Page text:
And finally, in the top browsing bar we will copy the full URL of the website to copy into our referencing list.
So, now that we have that information we’ve just gathered it into this list so that we can see where it is and which order that we will use it. So, first of all we’ll need the author’s name – in this case it was Samantha Morris, so we will take the author’s surname and the initial, so that will be ‘Morris, S’.
Next comes the year of publication, ‘2017’. After a comma we will go on to the title of the web page, and notice that this is in italics. The other thing to notice is that only the first letter of the sentence and any proper nouns such as Gold Coast are in capitals here.
After a comma we have the name of the publisher, in this case ‘Destination Gold Coast’, and finally or next, nearly finally, we have the date of our access, and we write it in this format – always ‘viewed’, always the number of the day, the full name of the month, and the year – no punctuation.
After a comma, our last piece of information is the URL copied. Just notice that we have encased it in those brackets as well. And now our reference is ready to go, we have a full stop at the end of course.
Also remember all of our reference lists start on a new page and start with the bold, centred title ‘References’.
We hope this has been very useful, and good luck with all of your referencing.
How to write a reference for an online newspaper article using Harvard referencing style
Hello. Welcome to this short video prepared by Academic Skills, and today we’re going to look at how to write a reference for an online newspaper article using Harvard referencing style.
Now, in order to write our reference, we’re going to need the following pieces of information. Firstly, we’re going to need the name of the author or names of the authors if it is indeed multiple authors. We’re also going to need the year of publication. We’re going to need the title of the article itself, and we’re also going to need the name of the newspaper or news website that it comes from. We’ll also need the date of publication. We’ll also need the date that we actually looked at the article online, and finally we’ll need the URL of the website.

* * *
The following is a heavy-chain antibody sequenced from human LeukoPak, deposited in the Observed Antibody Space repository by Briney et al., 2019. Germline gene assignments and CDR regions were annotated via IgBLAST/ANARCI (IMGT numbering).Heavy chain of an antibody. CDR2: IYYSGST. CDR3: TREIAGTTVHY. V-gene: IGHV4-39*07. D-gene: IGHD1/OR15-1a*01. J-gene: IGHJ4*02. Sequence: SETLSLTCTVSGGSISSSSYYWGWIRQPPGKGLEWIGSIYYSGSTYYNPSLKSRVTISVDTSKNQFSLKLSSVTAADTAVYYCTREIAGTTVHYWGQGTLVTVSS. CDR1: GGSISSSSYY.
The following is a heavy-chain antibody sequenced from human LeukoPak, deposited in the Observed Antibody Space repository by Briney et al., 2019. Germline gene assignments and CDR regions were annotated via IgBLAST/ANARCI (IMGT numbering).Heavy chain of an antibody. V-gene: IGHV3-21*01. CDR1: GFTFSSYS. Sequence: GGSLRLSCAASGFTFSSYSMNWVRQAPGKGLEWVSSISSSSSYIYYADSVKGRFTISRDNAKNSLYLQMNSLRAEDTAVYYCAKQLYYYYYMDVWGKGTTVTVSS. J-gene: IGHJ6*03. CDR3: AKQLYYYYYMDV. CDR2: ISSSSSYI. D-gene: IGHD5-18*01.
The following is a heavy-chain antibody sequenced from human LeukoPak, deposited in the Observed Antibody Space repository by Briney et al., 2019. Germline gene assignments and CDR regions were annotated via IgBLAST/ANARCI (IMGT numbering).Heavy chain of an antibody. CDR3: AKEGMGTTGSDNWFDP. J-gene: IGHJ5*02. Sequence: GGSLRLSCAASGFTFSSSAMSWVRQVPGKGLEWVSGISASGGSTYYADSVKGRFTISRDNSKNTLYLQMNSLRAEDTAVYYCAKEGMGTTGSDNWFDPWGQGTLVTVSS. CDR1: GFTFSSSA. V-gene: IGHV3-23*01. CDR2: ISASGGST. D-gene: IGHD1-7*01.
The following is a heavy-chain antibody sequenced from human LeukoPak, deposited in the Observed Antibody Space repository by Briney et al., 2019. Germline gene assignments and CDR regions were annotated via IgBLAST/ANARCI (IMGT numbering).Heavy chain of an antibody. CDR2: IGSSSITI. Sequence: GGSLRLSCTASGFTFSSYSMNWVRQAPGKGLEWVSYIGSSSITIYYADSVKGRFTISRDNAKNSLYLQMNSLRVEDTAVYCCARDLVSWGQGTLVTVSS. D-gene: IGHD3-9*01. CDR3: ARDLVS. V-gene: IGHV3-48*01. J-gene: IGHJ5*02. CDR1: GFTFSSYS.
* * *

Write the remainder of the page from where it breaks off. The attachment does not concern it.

Now, let’s select an article that we’re going to use in our assignment, and this is how we’re going to reference this. As you can see this one happens to be taken from The Guardian online, the Australia edition.
Now, first of all, we need to find the author’s name, and the author’s name can be found down the side here – Katherine Murphy is the author here. Just be aware that it mentions Josh Frydenberg up here, but that is a politician that is being referred to in the title as you can see, so just be careful when selecting the author.
Now, the next piece of information we need is the year of publication, and there it is below the author’s name – 2017.
Next, we’re going to need the full title of the article and this is where it appears.
After that, we’re going to need the name of the newspaper or news site. As said previously, this is taken from The Guardian, so there is that title there, and next we need the actual date of publication, and here we have it – the 12th of July.
Now, we also have to add the information when we viewed this, so we would take a note of today’s date and include that in our reference, and finally we will copy the whole URL from the bar above so that will take us directly to that article when we need to access it.
So, in order to construct our reference we’ve put that information that we need in this list here so that we can then look at how we would put this together in a reference, ok?
Now, the first thing to note is that when we are writing our reference list, it needs to be on a new page with the centred heading ‘References’ in bold, ok?
Now, the information that we require is going to appear in the order that comes in the reference. So first of all, we need the author’s name and in this case it’s Katherine Murphy, so we lead with the surname of the author – Murphy – a comma, and then just a ‘K’, just the initial. If it was Katherine Jane Murphy, that would read ‘KJ’.
So, we have the name of the author. Next we have the year of publication – notice there is no punctuation between the initial and the year – then we have a comma and we have the title of the online article that we’re using in inverted commas, single inverted commas there, ok?
Next, after a comma we have the title of the newspaper and please note that this title, the title of the newspaper itself, is in italics.